Home Security Scams

firstlineRecently, ABC7 News in San Francisco ran stories about a Utah-based security firm, Firstline Security, using a new version of an old and wide-spread, security industry sales tactic/trick. The pitch has a few variations, but is typically some version of a salesperson offering homeowners a “free” alarm system in exchange for allowing the company to put a sign in their front yard.

Not satisfied with simply scamming clients, Firstline also looked to scam their own employees… by creating a fake reality show called ‘The Prodigy’. The company recruited on University campuses throughout the United States.

By offering a $1,000,000.00 prize, Firstline ‘hired’ several thousand college students to compete by selling ‘free’ security systems to homeowners throughout the United States.

Of course, not only was the supposed reality show a scam, so were the actual system ‘installations’. If you watch the video clips by following the links below, you may recognize that the equipment that Firstline was selling is the exact alarm that I discussed in my post ‘Why Millions of Home Alarms are Useless‘. Independent of the equipment itself being suspect, based on hundreds of consumer complaints, it appears as though many of the systems were never even connected for actual monitoring.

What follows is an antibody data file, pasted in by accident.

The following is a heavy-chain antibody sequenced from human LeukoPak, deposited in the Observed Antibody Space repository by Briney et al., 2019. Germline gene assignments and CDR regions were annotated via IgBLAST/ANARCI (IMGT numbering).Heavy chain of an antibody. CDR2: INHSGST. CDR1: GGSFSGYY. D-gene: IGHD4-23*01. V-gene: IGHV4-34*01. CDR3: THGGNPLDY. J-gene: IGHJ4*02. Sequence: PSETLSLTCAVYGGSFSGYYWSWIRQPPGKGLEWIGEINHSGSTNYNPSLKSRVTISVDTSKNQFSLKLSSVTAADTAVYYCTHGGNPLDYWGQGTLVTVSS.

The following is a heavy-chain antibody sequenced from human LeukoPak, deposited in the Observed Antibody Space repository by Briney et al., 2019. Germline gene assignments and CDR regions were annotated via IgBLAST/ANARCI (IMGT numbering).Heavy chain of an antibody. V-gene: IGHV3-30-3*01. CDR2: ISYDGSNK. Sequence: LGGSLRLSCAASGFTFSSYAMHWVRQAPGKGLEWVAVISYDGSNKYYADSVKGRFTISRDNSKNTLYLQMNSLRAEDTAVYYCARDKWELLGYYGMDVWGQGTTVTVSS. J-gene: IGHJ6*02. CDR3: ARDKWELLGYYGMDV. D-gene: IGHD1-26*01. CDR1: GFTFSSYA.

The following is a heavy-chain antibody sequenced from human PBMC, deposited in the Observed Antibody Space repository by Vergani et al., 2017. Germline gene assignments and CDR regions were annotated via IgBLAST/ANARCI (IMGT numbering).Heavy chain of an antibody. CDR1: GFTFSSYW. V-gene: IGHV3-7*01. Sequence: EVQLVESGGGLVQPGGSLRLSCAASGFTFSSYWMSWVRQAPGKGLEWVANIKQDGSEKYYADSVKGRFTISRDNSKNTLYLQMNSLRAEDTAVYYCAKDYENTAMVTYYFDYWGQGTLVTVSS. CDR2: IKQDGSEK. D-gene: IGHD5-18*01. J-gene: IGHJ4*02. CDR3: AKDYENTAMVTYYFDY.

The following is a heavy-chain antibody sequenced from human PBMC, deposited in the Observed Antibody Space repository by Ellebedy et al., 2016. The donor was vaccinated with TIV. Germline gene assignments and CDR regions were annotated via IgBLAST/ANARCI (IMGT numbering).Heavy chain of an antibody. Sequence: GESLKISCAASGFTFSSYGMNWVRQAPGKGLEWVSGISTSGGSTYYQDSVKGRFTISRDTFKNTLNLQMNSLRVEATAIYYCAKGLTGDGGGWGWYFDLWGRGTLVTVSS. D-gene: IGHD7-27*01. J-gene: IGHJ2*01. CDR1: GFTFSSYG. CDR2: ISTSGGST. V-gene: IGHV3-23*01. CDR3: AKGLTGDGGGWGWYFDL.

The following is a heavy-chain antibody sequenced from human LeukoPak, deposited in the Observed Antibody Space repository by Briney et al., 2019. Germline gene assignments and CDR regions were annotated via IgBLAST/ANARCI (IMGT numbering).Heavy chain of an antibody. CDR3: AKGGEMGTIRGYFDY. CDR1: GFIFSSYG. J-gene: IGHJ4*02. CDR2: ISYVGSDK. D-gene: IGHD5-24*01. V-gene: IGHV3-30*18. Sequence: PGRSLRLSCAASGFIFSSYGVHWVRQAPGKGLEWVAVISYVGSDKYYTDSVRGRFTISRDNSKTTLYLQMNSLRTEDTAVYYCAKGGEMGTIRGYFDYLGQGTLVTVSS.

ABC7’s first story talked about the fake reality show and can be seen by clicking here. After it aired, they received enough complaints from viewers that they did two follow-up stories.

The other segments are:

  1. Consumers get faulty alarm systems
  2. Reality Show Producer talks to ABC7

Apparently, Firstline is back recruiting on campus again for their next summertime assault.

Although the reality show spin was unique, the pitch of “we’ll give you a free alarm system if you let us put our lawn sign up” is used by hundreds of companies all over the US and Canada. The companies who offer the ‘free’ system are most often selling the signed contract to a third party, normally ADT, Monitronics, or another large security firm that purchases bulk accounts. In this case mentioned above, Firstline was selling the contracts to Monitronics in Texas.

It sounds like Firstline figured that in order to really ramp-up sales, they were going to need to simultaneously scam consumers as well as the employees selling to them.

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